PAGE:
Pagan Book Reviews
The books listed on the following pages I have read from beginning to end. I want to share my thoughts so that they can be of use to anyone trying to find a specific book. I write my reviews keeping a Wiccan perspective in mind. Therefore, there may be other perspectives that would agree or disagree with my reviews. Do not entirely discount a book if my review is negative. Likewise, don't necessarily trust that a book is the greatest just because I believe it is. If you are not walking a Wiccan or related path - even just studying one - these reviews may be misleading for you. These reviews are written to provide information to the Wiccan community specifically.
The book reviews are separated into four categories. The Wicca section are books specifically about Wicca or for a Wiccan audience. Witchcraft and Pagan is more generalized, as is the Metaphysical section, which features books that are not Pagan-specific. The Children and Parenting section includes books specifically Pagan and/or spiritual.
Book Reviews Sections:
Mother Wit: A Feminist Guide to Psychic Development
Want Evy to Review a Book?
If you have written a Pagan- and/or Metaphysical-related book and would like me to include a review of it here on the site, please send me an email with the book title and a brief description. Books sent free-of-charge will be given priority over other books currently in my possession that I have yet to read. Priority may also be given if your book is one of the many I currently own. However, all requests will be considered equally.
Note on Ravenwolf Books
While I have read To Ride a Silver Broomstick by Silver Ravenwolf, I will not list it, or any other books by her here. If you would like to understand why, these Wiccans have captured exactly how I feel in the articles "Continuing Anger Over Silver Ravenwolf" and "Tarnished Silver: Why I Don't Recommend Silver Ravenwolf". They explain exactly what is wrong with her books and why there are so many in the Wiccan community who dislike her. I mean no offense to her fans. I simply wish to help those on the Wiccan path to avoid bad sources of information. (I have heard that her newer books - primarily her spell books - are of a considerably higher quality and lacking the negativity of those she's written in the past, but I have not personally looked into them.)
Books no longer in my possession or put on a back-burner for future digestion.
So far, very disappointed. It is highly recommended in magickal circles, yet it's outdated and can be offensive to the modern practitioner. I'm tempted to not finish it at all and will be setting it aside for now.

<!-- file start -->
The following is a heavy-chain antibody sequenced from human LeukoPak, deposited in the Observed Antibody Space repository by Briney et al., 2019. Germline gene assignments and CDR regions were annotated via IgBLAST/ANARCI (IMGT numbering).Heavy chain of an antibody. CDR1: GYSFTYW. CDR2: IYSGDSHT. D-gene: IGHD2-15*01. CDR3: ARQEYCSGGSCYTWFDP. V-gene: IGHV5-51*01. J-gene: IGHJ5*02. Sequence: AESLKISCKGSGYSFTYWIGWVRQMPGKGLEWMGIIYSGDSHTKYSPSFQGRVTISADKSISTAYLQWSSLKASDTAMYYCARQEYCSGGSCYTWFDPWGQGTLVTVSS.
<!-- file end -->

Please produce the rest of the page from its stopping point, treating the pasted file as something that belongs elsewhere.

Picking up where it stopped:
The chapter dealing with Elementals in particular comes off as insulting. For example, "and about orchids all sensitive persons agree there is something sinister. Tropical vegetation, as a whole, is over powerful for humanity." What? Personally, I've never met anyone sensitive who held such an opinion (I, for one, have never met an orchid that was not sweet with being picky its only flaw). The rest of that paragraph - and others throughout the book - comes off as very racist/prejudiced toward nearly anything not European and with Christian values and theology as a foundation.
The thing to keep in mind is that this book was written in the 1920s. This means that the terms "witch" and "witchcraft" are used in reference to people who have ill-intentions, worship devils, etc. and not the modern practitioners of Wicca and other Witchcraft paths (a few other key terms are used differently from how they are used today). Likewise, the magickal practitioners of the time drew heavily on Judeo-Christian teachings and techniques, which certainly can be modified to other paths. If Fortune had written this book today and been significantly better informed of non-Christian-based faiths and spiritual paths, perhaps the material wouldn't be as offensive.
Recent book releases have picked up on the need for modern books on psychic defense and protection magick, making this book unnecessary among recommended reading lists. Unless the remainder of this book proves invaluable (I suspect it won't be until the last section), I would only recommend it to those interested in the history or sources that inspired later works.